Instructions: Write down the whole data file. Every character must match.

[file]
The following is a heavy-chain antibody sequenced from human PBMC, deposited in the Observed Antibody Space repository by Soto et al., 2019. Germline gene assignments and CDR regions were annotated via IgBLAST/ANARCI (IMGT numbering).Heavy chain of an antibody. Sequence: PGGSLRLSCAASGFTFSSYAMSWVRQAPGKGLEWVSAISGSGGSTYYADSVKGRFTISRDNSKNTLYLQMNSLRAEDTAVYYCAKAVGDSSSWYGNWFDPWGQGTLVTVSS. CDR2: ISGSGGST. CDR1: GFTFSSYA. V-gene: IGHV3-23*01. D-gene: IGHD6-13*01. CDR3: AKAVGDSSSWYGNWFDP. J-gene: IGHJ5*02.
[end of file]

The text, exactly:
The following is a heavy-chain antibody sequenced from human PBMC, deposited in the Observed Antibody Space repository by Soto et al., 2019. Germline gene assignments and CDR regions were annotated via IgBLAST/ANARCI (IMGT numbering).Heavy chain of an antibody. Sequence: PGGSLRLSCAASGFTFSSYAMSWVRQAPGKGLEWVSAISGSGGSTYYADSVKGRFTISRDNSKNTLYLQMNSLRAEDTAVYYCAKAVGDSSSWYGNWFDPWGQGTLVTVSS. CDR2: ISGSGGST. CDR1: GFTFSSYA. V-gene: IGHV3-23*01. D-gene: IGHD6-13*01. CDR3: AKAVGDSSSWYGNWFDP. J-gene: IGHJ5*02.